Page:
NORFOLK, Va. (WVEC) — Four military personnel have been charged in connection with the June 2017 death of an Army Green Beret in the African country of Mali.

The two Navy SEALs and two Marines, who have not been publicly identified, are charged under the Uniform Code of Military Justice with felony murder, involuntary manslaughter, conspiracy, obstruction of justice, hazing and burglary.

Staff Sgt. Logan Melgar, 34, was found dead June 4, 2017 near the U.S. Embassy in Bamako, in housing he shared with other military personnel.

Authorities say in charging documents that the service members broke into Melgar's bedroom while he was sleeping, bound him with duct tape and put him into a choke hold that strangled him.

The service members are also accused of lying to Navy commanders and investigators about what happened.

Melgar's wife, Michelle, was notified that her husband's death was ruled a homicide, CNN reported. Contacted by the news outlet in October 2017, Michelle Melgar said she was not yet willing to discuss the case.

"I ask for privacy during this time. I hope that you will allow me to tell my story when I'm ready," she said. "I knew him best — he was my best friend. It's all so new — I'm sorry."

The two Marines are listed as being part of Special Operations Command. The SEALs belong to the Virginia Beach-based Navy Special Warfare Development Group. The unit is better known as SEAL Team 6, which participated in the May 2011 raid that killed al-Qaida leader Osama bin Laden at his compound.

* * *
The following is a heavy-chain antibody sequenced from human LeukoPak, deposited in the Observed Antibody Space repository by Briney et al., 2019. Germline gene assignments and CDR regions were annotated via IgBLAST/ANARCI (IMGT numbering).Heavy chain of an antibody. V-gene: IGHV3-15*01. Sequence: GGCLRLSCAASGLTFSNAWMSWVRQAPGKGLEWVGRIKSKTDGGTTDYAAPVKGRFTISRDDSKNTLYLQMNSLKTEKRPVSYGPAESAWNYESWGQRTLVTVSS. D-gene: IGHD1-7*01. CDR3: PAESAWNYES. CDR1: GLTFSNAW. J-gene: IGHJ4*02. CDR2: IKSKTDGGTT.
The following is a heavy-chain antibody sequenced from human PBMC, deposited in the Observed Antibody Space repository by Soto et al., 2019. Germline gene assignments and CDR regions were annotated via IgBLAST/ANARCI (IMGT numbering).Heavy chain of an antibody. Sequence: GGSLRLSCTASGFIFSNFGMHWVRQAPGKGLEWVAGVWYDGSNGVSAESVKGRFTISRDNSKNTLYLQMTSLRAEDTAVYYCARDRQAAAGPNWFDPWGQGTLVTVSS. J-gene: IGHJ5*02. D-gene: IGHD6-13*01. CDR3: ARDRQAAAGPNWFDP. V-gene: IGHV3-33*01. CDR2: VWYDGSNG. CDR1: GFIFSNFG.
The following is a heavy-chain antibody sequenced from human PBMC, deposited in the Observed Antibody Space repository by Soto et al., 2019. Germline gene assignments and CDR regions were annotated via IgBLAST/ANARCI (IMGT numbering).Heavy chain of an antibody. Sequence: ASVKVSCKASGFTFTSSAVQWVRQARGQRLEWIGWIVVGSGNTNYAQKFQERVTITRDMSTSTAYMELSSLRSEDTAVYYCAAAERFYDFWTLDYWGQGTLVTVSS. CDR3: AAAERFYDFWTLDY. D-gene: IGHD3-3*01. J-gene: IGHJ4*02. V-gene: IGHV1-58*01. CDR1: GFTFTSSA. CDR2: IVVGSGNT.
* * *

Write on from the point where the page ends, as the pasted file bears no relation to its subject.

U.S. Navy Captain Jason Salata, a spokesman for U.S. Special Operations Command, said Thursday that "we honor the memory of Staff Sgt. Melgar."

"We will not allow allegations or substantiated incidents of misconduct to erode decades of honorable accomplishments by the members of US Special Operations Command."

A preliminary hearing for the suspects is currently scheduled for December 10 in Norfolk. The Naval Criminal Investigative Service conducted the investigation.

Green Beret murder charge sheets (redacted) by 13News Now on Scribd

USA TODAY and The Associated Press contributed to this report

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